A.L. introduced me to Steve Cohen’s “That’s Funny, You Don’t Look Anti-Semitic” a few years ago (2003?). I enjoyed the wit and humor of “That’s Funny…”, a rare commodity in political tracts. More importantly, Cohen, a man of the left, identified a uniquely left-wing version of anti-Semitism and sought to combat it. That he wrote “That’s Funny…” two and a half decades ago (1984) and the pamphlet still stands the test of time makes it all the more impressive. At least it does for me. I did not recognize the prevalence of anti-Semitism on the left until 2001.
Looking for an excerpt, I found this and thought it neatly encapsulated many of the issues we are still dealing with today:
Left anti-semitism has gone through two distinct, if related and overlapping, stages. The first coincided with the establishment of the modern socialist movement itself, at the end of the 19th century. Here, the particular mythology of Jew as finance capitalist took root within important sectors of the emergent socialist and industrial labour movement. This was crucial, as it meant that socialist practice had a tradition of anti-semitism almost from its birth. The second stage developed around the question of zionism—particularly after the war which created Israel in 1948. A significant feature of contemporary socialist practice is, on the one hand, the expansion of zionism to equate it with world imperialist domination and, on the other hand, the reduction of the entire Jewish experience to equate that with zionism. It is a combination of the conspiracy theory with that of collective guilt.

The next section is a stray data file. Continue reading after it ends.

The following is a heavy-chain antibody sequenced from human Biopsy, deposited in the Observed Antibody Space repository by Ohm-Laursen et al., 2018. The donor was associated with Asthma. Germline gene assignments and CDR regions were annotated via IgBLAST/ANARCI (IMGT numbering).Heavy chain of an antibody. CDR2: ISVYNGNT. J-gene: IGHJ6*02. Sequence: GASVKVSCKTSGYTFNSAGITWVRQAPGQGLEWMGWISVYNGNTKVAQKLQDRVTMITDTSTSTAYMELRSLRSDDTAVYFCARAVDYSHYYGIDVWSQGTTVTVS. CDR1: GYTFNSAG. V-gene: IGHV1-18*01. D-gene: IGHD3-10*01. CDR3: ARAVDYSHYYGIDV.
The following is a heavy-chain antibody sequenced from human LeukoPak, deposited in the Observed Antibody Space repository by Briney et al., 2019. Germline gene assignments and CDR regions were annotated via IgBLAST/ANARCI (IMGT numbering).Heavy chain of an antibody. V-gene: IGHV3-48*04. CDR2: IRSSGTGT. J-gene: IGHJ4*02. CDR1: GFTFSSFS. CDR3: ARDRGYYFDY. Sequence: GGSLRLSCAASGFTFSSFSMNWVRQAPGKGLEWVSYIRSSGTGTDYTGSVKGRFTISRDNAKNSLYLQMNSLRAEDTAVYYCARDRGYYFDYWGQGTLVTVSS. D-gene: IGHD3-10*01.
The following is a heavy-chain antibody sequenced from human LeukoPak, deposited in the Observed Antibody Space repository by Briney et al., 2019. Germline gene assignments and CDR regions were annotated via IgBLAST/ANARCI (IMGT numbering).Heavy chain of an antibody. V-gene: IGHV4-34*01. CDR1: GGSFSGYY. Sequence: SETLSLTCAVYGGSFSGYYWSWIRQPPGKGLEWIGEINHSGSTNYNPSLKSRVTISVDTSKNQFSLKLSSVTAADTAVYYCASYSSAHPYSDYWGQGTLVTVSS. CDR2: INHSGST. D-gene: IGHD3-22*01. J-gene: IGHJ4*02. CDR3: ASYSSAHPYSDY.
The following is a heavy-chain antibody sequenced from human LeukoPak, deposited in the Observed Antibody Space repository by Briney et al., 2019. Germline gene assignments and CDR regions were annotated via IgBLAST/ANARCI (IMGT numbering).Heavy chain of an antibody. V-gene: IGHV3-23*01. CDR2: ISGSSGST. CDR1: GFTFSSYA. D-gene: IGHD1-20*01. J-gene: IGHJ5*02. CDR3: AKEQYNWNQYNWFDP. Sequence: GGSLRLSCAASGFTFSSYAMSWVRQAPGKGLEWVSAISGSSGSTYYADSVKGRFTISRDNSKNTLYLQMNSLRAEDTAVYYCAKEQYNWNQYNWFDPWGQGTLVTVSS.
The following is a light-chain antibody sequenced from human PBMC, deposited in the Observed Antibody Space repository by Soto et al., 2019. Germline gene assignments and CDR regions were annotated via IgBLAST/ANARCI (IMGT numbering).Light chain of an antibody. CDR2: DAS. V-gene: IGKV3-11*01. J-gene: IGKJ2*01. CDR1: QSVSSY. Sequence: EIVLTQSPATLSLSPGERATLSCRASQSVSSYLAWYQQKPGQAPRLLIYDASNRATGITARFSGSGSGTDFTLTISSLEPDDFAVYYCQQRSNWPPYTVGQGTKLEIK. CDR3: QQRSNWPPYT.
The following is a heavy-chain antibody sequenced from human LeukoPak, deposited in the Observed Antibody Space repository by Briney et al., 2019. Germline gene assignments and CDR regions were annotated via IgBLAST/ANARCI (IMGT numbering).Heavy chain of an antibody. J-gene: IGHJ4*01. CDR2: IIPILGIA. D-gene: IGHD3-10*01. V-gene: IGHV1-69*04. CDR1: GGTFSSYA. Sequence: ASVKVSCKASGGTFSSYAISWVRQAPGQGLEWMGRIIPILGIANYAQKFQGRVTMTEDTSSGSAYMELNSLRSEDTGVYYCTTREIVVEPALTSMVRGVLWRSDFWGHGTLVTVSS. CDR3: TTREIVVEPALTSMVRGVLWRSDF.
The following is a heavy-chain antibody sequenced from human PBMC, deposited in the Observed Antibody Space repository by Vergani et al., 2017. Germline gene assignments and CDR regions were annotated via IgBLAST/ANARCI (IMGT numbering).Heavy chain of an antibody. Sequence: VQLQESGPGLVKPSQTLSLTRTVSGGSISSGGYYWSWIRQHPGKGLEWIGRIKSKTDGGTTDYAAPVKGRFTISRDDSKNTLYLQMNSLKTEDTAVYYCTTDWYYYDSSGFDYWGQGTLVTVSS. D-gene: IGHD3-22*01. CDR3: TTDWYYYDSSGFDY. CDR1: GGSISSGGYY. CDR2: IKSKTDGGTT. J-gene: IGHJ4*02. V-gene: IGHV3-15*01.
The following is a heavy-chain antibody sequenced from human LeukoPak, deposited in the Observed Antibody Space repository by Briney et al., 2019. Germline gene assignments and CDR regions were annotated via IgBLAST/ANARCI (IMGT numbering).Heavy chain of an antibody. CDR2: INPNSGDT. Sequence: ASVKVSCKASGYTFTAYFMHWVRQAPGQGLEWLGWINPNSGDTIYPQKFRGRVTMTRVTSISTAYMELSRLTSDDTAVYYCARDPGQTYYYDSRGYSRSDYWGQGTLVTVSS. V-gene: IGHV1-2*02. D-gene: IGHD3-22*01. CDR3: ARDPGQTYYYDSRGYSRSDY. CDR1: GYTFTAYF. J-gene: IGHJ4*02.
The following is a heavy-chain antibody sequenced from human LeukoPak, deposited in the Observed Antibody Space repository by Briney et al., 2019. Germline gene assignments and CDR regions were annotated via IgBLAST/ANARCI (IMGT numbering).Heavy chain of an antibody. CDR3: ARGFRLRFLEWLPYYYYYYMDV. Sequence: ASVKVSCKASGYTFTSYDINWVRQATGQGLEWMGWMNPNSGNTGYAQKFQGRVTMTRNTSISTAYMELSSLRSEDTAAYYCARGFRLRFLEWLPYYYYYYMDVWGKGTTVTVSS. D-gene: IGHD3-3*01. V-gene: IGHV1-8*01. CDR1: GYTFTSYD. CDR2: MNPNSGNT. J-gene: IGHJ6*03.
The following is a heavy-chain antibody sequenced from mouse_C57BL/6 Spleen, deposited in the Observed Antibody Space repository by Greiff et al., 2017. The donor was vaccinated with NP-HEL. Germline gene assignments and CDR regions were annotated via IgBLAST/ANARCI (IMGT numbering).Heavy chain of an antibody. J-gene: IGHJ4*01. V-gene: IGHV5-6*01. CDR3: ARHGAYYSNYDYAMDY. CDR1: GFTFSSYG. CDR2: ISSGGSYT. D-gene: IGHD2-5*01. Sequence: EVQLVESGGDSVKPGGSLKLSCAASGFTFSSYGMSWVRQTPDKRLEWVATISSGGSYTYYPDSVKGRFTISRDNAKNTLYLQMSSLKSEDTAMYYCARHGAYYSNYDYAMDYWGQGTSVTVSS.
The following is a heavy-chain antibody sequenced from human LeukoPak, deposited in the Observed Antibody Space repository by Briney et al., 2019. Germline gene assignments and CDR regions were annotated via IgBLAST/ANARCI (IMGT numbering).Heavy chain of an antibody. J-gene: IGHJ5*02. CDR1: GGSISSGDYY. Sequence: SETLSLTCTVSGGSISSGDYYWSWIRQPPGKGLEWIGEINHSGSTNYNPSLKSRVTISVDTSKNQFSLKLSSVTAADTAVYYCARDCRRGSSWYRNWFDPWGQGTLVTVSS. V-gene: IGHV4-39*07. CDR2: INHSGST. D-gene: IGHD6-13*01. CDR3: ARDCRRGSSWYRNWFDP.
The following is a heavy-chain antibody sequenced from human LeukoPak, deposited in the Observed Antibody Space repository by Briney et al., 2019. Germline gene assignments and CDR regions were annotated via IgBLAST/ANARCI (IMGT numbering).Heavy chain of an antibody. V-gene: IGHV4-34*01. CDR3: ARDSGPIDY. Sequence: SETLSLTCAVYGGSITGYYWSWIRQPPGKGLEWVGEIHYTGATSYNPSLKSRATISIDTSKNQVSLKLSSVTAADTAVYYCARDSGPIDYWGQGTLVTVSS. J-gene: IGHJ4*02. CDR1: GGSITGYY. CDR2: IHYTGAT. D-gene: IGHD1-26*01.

Quite clearly, anti-zionism is not in itself anti-semitic. However, much of what the Left poses as anti-zionism is transcendental: it relates neither to the struggle of the Palestinians nor to what the Israeli state is actually doing. Rather it is concerned with ascribing world power to zionism and holding all Jews in the world responsible for this. Left practice presents as anti-zionism something which is neither about zionism nor about Palestinian liberation, but is about some alleged responsibility of Jews on a global scale. This is anti-semitism.
I did not know Steve and, like Ben at Zword, I suspect I would have disagreed with him and he with me on quite a few things (for example, the connection between anti-Zionism and anti-Semitism). Regardless, whether you consider yourself on the left, right, or center, we have lost an important voice.
My prayers are with him and his family at this difficult time.